Translation, Technology Transfer and Innovation



The Francis Crick Institute has identified key factors to successful translation, technology transfer and innovation.  In May, a meeting of leading experts in technology transfer, biotechnology and academic research discussed factors which help or hinder success - particularly in research institutes.

Discussion was prompted by a series of short presentations by experts including Hermann Hauser, Sir Greg Winter, Niall Armes,  Shankar Balasubramanian, and Melanie Lee.

A series of recommendations emerged during the discussions - some had already been considered and adopted as part of the Scientific Vision and Research strategy, as well as ones which the Institute's Executive will consider in further detail.

Click here to download the T3I Executive Summary August 2011 as a PDF.


  1. Enabling and Promoting Translational Activities

    Probably the most challenging - and the most critical - aspects to develop with regard to translation, technology transfer and innovation (T3I) activities are the collective attitudes and behaviours of people within an institute. The Institute should not only enable translational activities, but should stimulate interest in T3I activities and find ways to encourage positive attitudes to translation.

    The Institute must support translation of research without compromising the needs of basic research.  It must also develop innovation and technology transfer policies that focus on public good, benefits to society and the economy, as well as on generating revenue.

    Senior management backing for T3I must be wholesale and manifest, supported both in policy and practice.

    Translation involves moving through stages from basic research outputs to proof of concept and into increasingly complex development and commercialisation activities. The Institute should recognise and provide for the variety of skills and infrastructure required at the various phases.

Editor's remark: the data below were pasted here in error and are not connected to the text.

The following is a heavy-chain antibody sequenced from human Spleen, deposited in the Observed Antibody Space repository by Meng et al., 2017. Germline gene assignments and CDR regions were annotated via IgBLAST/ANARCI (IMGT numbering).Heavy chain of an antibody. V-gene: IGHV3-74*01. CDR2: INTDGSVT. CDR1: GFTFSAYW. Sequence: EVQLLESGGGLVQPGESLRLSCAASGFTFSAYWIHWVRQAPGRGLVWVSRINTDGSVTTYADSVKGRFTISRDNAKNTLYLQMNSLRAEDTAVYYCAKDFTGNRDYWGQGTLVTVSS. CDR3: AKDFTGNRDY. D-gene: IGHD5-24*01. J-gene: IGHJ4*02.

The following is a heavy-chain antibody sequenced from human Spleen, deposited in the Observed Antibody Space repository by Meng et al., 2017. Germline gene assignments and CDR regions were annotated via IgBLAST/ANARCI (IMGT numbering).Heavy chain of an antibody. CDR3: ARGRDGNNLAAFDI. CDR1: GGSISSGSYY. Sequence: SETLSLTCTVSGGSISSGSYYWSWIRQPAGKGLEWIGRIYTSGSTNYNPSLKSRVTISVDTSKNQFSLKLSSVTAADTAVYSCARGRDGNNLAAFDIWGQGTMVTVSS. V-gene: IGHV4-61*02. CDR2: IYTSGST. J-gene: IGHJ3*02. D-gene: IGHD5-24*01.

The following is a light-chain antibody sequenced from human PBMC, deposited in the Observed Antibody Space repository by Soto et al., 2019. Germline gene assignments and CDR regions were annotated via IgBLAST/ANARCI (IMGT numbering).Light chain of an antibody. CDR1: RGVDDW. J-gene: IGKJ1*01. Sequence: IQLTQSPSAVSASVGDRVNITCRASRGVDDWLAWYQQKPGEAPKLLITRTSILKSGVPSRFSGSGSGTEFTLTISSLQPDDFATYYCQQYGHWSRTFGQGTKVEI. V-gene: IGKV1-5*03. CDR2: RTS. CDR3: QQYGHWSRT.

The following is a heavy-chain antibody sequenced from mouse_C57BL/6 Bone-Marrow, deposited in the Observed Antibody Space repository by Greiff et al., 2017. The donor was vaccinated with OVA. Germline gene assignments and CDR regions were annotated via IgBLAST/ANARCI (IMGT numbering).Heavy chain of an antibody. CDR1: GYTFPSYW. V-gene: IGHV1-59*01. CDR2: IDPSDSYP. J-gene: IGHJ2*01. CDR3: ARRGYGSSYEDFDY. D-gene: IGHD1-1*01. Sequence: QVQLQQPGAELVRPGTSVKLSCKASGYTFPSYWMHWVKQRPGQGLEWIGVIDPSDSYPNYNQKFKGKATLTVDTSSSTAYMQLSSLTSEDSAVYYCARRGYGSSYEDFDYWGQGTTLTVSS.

Biomedical translation should not only aim to create a product, but should also focus on what comes back along the translation path (besides money) to enhance research, for instance in new approaches or tools.

    Prescriptive or rigid processes for translational activities should be avoided, with minimal formal structures and bureaucracy to allow innovators the freedom to flexibly engage in translation. However, translational support should be available and easily accessed:  management of a translation project per se is not incompatible with creativity and innovation.

  2. Encouraging translation, technology transfer and innovation

    People are not made into translational scientists and entrepreneurs but there are ways to motivate potential innovators. Researchers will be more likely to support and take up T3I activities if they see commercialisation as:

    • the way to take forward and apply research
    • increasing resources for research
    • increasing independence and freedom
    • a boost to prestige and reputation
    • generating personal revenue

    Personal incentives are vital in attracting people to T3I activities, and returns from successful T3I outcomes should be widely and proportionally shared between individuals, laboratories and the Institute.

    The long timescales (10+ years) involved in translation must be recognised and acknowledged in considering institutional and researcher commitment and outputs. Measurements of success for researchers involved in T3I activities differ from basic research as the timelines and outputs vary considerably. Evaluation of researchers should be carefully considered, and include contributions arising from T3I as well as basic research outputs.

    The measures of outputs from T3I activities are crucial in influencing organisational behaviour. It will be important to develop ways of demonstrating the value and potential impact of T3I activities, to complement standard quantitative measurement of activities.

    There is a need to have internal mentors, advocates and champions for translation. Internal successes are the best stimulus and should be endorsed and publicised. Having world class scientists who have been highly successful at translation to guide and mentor is a way to provide role models and gain momentum.

    Developing the multidisciplinary nature of the Institute will be vital for generating new translation and commercial opportunities in addition to stimulating new scientific ideas.

    Training in leadership, translation, business skills and clinical education through mentoring, seminars and extra-curricular programmes is necessary to give researchers the skills they need to engage in T3I activities.

  3. Funding

    Institutional funding should be available on a competitive basis to allow progression of translation activities at various stages. Awards should be made quickly and under the auspices of a translation advisory board, which preferably will have external members. Applications should be easy to make and quickly processed.